“This is Peggy Barbour Straughen and I am on my way back to Ohio from a family reunion and I thought I would report some of my childhood memories of my grandparents. As I am speaking of this, I am now 60 years old. Let’s see…”
My grandmother grew up in south-central Pennsylvania, living for a time in Shippensburg but growing up mostly in Chambersburg. In 1997 she recorded a tape recounting memories from her childhood and transcribed it. These are some of Peggy’s memories in her own words.
Part X: Peggy’s Father
Now my Dad [Robert Ritchie Barbour (1908-1987)] met my Mother [Pauline Coleman (1908-2003)] in high school and he also went to Shippensburg, but his degree was a 4 year degree. He got the short end of the stick in his family: His brothers, George and John, both went to the University of PA in Philadelphia and by the time my Dad came along and was ready for college, there was no money left for him. So he had no choice but to go to college locally and live at home, however his mother, my grandmother, was also a graduate of this school.
My Dad was not much of a scholar; he often laughed at how he had flunked French and couldn’t carry a tune in a bucket. But he surely made up for it in being able to deal with people, to interact with them. He was really good around them.
As I may have mentioned, when I was in high school, my Mother and Father took up the game of golf. About that time, they looked around for places to buy at Caledonia State Park. Of course, they were members of the Chambersburg Country Club, but Caledonia had this wonderful 18 hole golf course there at the mountain.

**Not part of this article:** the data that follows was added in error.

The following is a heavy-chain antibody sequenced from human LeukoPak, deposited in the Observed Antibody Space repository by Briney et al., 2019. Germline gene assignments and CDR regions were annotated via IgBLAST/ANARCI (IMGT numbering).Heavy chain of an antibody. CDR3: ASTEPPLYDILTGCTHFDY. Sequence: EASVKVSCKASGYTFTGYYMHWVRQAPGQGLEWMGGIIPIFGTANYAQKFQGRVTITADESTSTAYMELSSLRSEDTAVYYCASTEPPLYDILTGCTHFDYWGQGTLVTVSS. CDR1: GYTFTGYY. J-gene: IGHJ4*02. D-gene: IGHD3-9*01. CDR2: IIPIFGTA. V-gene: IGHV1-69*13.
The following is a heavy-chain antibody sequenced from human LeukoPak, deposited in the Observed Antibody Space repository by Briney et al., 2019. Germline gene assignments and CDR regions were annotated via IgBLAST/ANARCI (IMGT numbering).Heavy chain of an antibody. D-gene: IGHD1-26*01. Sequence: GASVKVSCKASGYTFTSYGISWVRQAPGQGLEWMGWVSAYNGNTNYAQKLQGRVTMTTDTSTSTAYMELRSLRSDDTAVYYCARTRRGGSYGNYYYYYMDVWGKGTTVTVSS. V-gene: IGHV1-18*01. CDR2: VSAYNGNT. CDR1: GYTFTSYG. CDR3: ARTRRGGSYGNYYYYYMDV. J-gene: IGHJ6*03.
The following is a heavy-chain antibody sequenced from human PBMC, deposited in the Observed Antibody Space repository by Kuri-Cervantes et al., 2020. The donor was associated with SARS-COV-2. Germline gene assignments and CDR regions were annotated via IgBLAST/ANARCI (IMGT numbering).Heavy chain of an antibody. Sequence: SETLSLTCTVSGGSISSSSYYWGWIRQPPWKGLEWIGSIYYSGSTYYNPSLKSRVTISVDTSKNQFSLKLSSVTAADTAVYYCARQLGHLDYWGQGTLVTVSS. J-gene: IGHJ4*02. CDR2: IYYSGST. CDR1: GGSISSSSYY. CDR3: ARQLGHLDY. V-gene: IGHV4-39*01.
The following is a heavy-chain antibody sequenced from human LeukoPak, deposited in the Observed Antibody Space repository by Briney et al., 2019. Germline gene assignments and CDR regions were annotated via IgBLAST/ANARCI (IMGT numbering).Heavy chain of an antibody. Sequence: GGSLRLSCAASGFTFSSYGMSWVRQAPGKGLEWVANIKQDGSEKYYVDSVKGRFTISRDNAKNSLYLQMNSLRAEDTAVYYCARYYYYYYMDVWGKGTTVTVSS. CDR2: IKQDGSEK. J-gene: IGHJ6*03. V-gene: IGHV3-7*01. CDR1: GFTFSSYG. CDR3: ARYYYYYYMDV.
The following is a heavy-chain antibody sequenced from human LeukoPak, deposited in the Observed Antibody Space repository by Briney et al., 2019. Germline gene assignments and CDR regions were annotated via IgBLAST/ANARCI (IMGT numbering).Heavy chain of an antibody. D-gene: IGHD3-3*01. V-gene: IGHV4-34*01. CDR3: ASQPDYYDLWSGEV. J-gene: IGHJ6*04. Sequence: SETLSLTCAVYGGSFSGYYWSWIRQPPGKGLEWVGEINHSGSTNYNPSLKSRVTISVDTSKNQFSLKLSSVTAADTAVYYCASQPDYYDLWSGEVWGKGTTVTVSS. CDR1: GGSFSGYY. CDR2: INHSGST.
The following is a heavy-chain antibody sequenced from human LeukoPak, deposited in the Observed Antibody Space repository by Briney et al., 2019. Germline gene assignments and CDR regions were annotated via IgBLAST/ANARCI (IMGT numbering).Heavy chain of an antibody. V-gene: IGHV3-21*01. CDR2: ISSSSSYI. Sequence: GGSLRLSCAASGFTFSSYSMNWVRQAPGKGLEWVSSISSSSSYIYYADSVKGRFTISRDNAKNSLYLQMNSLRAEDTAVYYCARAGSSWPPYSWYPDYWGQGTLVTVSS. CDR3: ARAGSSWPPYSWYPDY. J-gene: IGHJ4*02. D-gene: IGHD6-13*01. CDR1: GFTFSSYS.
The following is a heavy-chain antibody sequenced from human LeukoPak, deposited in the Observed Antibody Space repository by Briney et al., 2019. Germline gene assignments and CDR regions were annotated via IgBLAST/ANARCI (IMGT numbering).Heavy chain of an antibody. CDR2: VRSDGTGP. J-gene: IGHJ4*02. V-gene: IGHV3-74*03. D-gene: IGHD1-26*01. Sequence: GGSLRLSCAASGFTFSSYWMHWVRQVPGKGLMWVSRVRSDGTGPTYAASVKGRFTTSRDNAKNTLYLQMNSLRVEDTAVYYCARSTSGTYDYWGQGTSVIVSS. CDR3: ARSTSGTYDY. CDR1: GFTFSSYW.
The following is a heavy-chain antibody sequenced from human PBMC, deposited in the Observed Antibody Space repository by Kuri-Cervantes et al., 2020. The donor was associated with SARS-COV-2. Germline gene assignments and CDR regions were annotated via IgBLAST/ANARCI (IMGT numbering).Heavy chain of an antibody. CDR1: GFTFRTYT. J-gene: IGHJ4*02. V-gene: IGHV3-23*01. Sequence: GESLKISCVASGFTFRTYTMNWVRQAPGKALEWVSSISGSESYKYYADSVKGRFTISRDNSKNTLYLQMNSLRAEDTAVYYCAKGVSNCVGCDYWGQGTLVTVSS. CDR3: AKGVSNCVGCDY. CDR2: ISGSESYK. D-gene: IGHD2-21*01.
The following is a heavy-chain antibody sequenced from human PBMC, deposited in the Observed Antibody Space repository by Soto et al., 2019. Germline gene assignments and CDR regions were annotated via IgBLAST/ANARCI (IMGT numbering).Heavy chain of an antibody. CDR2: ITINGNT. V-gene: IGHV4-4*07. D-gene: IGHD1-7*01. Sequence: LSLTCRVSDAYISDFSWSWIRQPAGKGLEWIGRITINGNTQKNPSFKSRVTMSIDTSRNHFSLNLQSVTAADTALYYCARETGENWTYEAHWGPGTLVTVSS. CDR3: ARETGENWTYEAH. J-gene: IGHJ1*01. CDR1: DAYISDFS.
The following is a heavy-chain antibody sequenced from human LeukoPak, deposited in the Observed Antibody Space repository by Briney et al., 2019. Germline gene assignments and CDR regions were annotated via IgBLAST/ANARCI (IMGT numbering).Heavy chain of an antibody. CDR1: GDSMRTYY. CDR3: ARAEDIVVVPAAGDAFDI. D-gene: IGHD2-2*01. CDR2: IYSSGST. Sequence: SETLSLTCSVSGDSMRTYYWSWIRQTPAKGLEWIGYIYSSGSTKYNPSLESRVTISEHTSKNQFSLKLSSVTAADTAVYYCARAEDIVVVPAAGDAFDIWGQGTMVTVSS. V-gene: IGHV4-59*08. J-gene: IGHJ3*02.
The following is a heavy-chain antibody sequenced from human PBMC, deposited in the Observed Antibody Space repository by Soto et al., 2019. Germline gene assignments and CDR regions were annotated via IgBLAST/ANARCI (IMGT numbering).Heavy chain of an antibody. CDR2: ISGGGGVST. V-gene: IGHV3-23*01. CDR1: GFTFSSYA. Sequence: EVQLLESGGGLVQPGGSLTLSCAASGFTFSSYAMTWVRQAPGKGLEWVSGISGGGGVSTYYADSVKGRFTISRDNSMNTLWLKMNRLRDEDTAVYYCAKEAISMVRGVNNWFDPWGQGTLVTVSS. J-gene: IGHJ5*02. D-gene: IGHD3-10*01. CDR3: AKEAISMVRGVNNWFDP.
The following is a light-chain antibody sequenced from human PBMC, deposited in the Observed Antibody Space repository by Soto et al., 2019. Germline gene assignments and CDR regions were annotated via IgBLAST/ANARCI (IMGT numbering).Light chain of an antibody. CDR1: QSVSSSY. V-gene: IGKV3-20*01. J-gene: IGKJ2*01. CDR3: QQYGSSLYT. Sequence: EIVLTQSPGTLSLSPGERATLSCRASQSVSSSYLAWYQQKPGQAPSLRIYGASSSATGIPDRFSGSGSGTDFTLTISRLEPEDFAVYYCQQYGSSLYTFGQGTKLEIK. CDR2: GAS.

So they found a place – I forget which hole it is off of. It is not the cottage that you children remember in later years – not the last cottage, but the prior one which was up the same driveway, right back against the woods, behind Putch’s. They bought that when I was in high school, probably my freshman year.
Because that is State land, you can only lease the land the cottage sat on for ninety nine years, but you own the buildings. That is the way it works. But my dad just loved that spot! It was only fifteen miles or less from town, so that if my Dad needed to go to town on business, he could do that.
He had deer and wild turkeys come down from the mountain, which he would feed. My dad thought of himself as a hunter. He belonged to a hunting camp at ‘Three Square Hollow”, had buddies that were hunters and they would go deer hunting every year, but in all his life, he never killed a deer of his own. But he did think of himself as a hunter.
Every year he hunted squirrels and pheasants. I remember, more than once, growing up and eating squirrel potpie, because that was what my dad had killed out hunting. It was OK; I did not mind that at all. He would also kill some rabbits and I loved rabbit meat – still do.